04/01/09 8:15 PM ET
Royals' Hudson hangs it up
Pain in right shoulder lingered for fan favorite
By Dick Kaegel / MLB.com
Hudson, 31, was in the Royals' Minor League camp this year after missing all of 2008 and virtually all of '07 after shoulder surgery. But the pain still was with him.
"It just feels like a sharp knife in there, and twisting when I throw," Hudson said. "It's just physically impossible."
Hudson, signed during Spring Training 2006 after being dropped by the Reds, joined the Royals' rotation on July 7 that year and quickly caught the attention of the fans.
He was 4-0 in his first six starts and finished 6-3 as a starter, although his record easily could have been much better. The bullpen blew six saves for him after he'd left the game with a lead.
Oddly enough, he's also fondly remembered for a historic shellacking he took on Aug. 13, 2006, at Cleveland. He got just one out in the first inning and was hammered for 11 runs. That was the most runs any pitcher had given up in the first inning in 109 years -- since Sept. 21, 1897, when Boston's Kid Nichols surrendered 12 to the Brooklyn Bridegrooms -- but Hudson knew the bullpen was dragging, and he even begged to stay in the game when manager Buddy Bell finally yanked him.
Buoyed by family and friends and the Royals, Hudson was brimming with optimism this winter when the club resigned him and gave him another shot.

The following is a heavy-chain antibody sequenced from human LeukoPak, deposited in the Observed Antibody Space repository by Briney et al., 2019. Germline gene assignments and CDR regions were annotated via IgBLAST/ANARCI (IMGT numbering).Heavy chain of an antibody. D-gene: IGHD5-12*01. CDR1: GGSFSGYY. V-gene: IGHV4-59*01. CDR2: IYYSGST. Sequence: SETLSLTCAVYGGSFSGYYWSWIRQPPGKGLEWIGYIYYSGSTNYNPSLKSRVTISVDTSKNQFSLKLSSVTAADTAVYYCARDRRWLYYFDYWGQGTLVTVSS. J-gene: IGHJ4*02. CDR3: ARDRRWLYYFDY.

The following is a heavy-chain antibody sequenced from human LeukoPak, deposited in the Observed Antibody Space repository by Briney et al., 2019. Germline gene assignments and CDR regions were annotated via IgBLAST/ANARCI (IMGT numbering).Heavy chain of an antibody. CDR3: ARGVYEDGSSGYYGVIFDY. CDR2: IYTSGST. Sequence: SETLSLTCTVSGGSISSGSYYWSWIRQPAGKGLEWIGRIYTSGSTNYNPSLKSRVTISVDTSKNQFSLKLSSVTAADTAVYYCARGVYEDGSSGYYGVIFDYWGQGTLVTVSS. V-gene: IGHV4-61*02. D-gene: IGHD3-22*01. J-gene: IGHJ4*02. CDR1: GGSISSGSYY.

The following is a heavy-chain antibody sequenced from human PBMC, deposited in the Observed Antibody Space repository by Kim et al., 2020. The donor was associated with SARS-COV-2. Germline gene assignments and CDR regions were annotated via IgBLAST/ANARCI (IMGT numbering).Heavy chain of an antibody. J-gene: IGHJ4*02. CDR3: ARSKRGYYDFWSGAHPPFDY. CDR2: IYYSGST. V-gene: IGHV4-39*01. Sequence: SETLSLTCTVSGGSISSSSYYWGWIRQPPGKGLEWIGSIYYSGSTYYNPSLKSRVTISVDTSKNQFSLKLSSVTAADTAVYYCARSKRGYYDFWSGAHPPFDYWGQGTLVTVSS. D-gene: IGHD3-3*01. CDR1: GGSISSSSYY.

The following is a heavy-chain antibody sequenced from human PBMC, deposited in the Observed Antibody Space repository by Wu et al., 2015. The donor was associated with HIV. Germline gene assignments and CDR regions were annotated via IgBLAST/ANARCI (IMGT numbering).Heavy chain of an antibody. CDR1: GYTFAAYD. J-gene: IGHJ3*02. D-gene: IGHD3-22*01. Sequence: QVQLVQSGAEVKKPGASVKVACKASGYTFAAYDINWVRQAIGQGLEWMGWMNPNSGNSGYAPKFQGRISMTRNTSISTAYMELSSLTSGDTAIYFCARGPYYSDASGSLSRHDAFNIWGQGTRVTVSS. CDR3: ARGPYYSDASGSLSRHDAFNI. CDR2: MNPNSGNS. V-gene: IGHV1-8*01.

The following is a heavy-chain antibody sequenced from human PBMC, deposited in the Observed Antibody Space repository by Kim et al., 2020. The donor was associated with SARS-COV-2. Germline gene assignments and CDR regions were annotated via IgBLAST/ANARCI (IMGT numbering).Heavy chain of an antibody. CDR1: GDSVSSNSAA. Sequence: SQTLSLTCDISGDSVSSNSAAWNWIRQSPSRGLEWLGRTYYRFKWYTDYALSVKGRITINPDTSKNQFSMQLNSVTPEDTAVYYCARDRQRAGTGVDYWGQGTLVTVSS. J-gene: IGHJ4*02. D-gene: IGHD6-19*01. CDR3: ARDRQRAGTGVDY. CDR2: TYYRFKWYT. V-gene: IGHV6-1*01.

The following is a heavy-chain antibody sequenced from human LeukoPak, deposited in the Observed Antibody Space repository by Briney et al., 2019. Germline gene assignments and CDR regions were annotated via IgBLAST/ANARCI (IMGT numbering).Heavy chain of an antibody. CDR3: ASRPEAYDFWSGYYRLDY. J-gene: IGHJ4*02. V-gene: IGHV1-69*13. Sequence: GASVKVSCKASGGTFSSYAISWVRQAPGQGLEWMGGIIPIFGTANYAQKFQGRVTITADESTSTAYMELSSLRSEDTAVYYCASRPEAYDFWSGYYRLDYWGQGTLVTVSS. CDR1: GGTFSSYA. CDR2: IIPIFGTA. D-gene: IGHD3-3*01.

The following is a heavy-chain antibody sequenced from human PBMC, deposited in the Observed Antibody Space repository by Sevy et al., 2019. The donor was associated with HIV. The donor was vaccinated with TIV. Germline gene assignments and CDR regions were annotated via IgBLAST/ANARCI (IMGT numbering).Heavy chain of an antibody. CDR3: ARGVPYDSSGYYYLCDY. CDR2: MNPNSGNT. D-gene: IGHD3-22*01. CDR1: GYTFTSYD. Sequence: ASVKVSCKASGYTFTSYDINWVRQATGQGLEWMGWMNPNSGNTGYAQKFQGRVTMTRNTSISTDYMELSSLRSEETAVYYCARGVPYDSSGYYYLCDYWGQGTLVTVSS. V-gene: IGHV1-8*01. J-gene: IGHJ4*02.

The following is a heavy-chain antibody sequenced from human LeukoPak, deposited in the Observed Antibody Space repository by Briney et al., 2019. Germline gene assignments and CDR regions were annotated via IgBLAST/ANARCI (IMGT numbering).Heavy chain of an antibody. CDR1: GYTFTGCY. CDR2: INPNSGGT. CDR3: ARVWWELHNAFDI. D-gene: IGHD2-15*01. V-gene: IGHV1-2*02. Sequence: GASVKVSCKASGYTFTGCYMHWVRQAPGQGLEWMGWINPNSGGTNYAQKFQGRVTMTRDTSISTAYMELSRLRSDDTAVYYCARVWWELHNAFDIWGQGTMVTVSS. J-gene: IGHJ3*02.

"I thought I was going to make it back. I thought I could throw, and then it just got worse," he said. "I wanted to get back just for them as much as for myself."
Hudson, from Huntington Beach, Calif., was first drafted by the Rockies in 1998, but he was traded to the Reds and reached the Major Leagues in 2002. In a total of 58 games for the Reds and the Royals, he finished with a 17-18 record and a 5.11 ERA. His best year was that 2006 season, when he went 7-6 for KC.
"I finally hit my stride in '06, and it got taken away," he said.
Hudson is packing up his gear and isn't sure what he'll do next.
"No matter what you do," Hudson said, "it's not going to be pitching in the Major Leagues."
Dick Kaegel is a reporter for MLB.com. This story was not subject to the approval of Major League Baseball or its clubs.